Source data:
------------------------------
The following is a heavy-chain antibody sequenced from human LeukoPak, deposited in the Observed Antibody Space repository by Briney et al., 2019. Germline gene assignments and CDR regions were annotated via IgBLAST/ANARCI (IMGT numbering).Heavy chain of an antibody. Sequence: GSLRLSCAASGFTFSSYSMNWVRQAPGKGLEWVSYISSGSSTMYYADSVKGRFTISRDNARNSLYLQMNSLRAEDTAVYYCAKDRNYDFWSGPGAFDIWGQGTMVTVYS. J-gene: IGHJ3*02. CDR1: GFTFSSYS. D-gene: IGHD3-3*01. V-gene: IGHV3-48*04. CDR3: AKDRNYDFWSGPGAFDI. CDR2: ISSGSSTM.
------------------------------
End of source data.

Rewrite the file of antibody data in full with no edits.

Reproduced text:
The following is a heavy-chain antibody sequenced from human LeukoPak, deposited in the Observed Antibody Space repository by Briney et al., 2019. Germline gene assignments and CDR regions were annotated via IgBLAST/ANARCI (IMGT numbering).Heavy chain of an antibody. Sequence: GSLRLSCAASGFTFSSYSMNWVRQAPGKGLEWVSYISSGSSTMYYADSVKGRFTISRDNARNSLYLQMNSLRAEDTAVYYCAKDRNYDFWSGPGAFDIWGQGTMVTVYS. J-gene: IGHJ3*02. CDR1: GFTFSSYS. D-gene: IGHD3-3*01. V-gene: IGHV3-48*04. CDR3: AKDRNYDFWSGPGAFDI. CDR2: ISSGSSTM.